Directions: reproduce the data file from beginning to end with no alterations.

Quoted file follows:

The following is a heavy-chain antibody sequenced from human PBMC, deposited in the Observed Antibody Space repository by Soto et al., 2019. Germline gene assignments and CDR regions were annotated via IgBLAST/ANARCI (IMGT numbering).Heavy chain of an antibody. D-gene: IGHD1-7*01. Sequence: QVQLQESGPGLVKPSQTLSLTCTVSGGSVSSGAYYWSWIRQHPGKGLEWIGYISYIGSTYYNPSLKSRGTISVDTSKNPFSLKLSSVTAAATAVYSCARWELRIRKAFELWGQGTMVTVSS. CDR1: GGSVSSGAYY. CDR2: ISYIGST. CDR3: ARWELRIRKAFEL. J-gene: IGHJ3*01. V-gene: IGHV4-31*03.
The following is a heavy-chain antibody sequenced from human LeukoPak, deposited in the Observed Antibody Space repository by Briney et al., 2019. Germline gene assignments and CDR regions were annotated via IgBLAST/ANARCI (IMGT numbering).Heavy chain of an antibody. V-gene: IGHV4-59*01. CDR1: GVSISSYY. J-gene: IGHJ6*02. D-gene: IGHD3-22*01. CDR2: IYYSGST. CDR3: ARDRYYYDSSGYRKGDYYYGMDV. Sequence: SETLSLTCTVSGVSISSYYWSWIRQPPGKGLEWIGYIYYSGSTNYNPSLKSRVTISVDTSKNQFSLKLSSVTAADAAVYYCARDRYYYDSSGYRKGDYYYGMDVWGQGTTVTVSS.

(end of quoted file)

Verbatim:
The following is a heavy-chain antibody sequenced from human PBMC, deposited in the Observed Antibody Space repository by Soto et al., 2019. Germline gene assignments and CDR regions were annotated via IgBLAST/ANARCI (IMGT numbering).Heavy chain of an antibody. D-gene: IGHD1-7*01. Sequence: QVQLQESGPGLVKPSQTLSLTCTVSGGSVSSGAYYWSWIRQHPGKGLEWIGYISYIGSTYYNPSLKSRGTISVDTSKNPFSLKLSSVTAAATAVYSCARWELRIRKAFELWGQGTMVTVSS. CDR1: GGSVSSGAYY. CDR2: ISYIGST. CDR3: ARWELRIRKAFEL. J-gene: IGHJ3*01. V-gene: IGHV4-31*03.
The following is a heavy-chain antibody sequenced from human LeukoPak, deposited in the Observed Antibody Space repository by Briney et al., 2019. Germline gene assignments and CDR regions were annotated via IgBLAST/ANARCI (IMGT numbering).Heavy chain of an antibody. V-gene: IGHV4-59*01. CDR1: GVSISSYY. J-gene: IGHJ6*02. D-gene: IGHD3-22*01. CDR2: IYYSGST. CDR3: ARDRYYYDSSGYRKGDYYYGMDV. Sequence: SETLSLTCTVSGVSISSYYWSWIRQPPGKGLEWIGYIYYSGSTNYNPSLKSRVTISVDTSKNQFSLKLSSVTAADAAVYYCARDRYYYDSSGYRKGDYYYGMDVWGQGTTVTVSS.